We marvel over the likes of Schumacher and Hamilton, but on sheer probability there must be plenty of undiscovered talent that would blow them both away.

      2. Henry says:

        I dont know about blowing them away, I think by the time you get to F1 you really do have some serious talent, there are so many other less prestigious options! But, I definitely agree, motor sport is hugely expensive; how many children actually get a chance to try racing? very few, even in england, with all of its racing history and relative wealth, its a small proportion of the country who get the exposure.

      3. Stu says:

        Compare that to jumpers for goal posts! :)

      4. Ravi says:

        But I think its a misconception that talent is all you need to succeed. Dedication is an absolute must – you have to live, breathe, drink your passion. Just because someone is talented does not give him/her automatic redemption.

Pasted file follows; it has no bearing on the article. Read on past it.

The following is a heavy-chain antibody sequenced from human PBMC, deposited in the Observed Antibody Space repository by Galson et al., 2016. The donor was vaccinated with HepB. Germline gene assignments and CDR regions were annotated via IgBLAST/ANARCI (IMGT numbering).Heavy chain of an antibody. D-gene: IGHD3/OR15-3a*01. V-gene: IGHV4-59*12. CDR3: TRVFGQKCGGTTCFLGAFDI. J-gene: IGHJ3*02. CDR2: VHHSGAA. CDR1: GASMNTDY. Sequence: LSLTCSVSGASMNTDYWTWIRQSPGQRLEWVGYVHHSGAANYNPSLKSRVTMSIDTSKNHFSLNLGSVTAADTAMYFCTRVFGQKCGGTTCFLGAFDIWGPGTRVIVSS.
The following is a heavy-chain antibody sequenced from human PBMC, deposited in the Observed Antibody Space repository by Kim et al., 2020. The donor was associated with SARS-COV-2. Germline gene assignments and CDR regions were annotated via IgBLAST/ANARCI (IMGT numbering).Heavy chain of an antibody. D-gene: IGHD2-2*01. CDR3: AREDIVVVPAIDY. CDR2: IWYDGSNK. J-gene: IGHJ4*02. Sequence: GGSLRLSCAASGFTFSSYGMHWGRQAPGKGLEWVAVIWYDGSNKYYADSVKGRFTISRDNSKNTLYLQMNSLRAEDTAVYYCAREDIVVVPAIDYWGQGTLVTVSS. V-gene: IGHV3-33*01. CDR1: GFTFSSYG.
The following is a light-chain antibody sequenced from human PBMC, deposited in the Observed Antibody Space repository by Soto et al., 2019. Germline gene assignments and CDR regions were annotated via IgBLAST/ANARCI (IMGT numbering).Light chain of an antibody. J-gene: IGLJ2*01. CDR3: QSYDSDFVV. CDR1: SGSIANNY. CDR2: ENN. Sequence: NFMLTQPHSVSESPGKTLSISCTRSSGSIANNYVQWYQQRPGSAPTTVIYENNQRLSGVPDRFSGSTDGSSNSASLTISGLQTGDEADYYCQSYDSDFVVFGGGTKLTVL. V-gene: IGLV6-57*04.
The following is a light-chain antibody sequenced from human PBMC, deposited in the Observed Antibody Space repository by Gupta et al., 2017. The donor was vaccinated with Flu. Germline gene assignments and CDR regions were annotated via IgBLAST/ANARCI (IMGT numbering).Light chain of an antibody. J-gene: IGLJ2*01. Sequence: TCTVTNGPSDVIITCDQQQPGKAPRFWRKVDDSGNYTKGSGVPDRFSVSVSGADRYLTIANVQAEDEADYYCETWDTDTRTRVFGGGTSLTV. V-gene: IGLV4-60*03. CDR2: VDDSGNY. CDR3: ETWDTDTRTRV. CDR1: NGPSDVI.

I think success is always 99.9% function of dedication – given that you have talent (Necessary but not sufficient)

        So the thought that there are tons of talented people out there is a misnomer and nothing to really marvel about.

  12. tom says:

    it would be interesting to see how money has actually been invested in the new teams.

    personally i actually think it’s kinda dangerous to put an unproven driver in an unproven car capable of 200mph, not only for their sake but for everyone else on the grid, the marshals, press and spectators.

    i don’t think it’s unreasonable to insist that a team spends at least one season in a lower/feeder formula and that they show they can compete and sustain themselves financially before allowing them in to F1. if any of the teams are forced to leave for financial reasons after next season (or half way through…) then it’ll will have cost more than it was worth and the efforts to bring new teams to F1 may not have been such a good one.

  13. Peter R says:

    This reminds me of the 60′s and 70′s, when hopeful teams would appear with a mixed bag of drivers…. They it called the ‘Golden Age’! Maybe history will repeat itself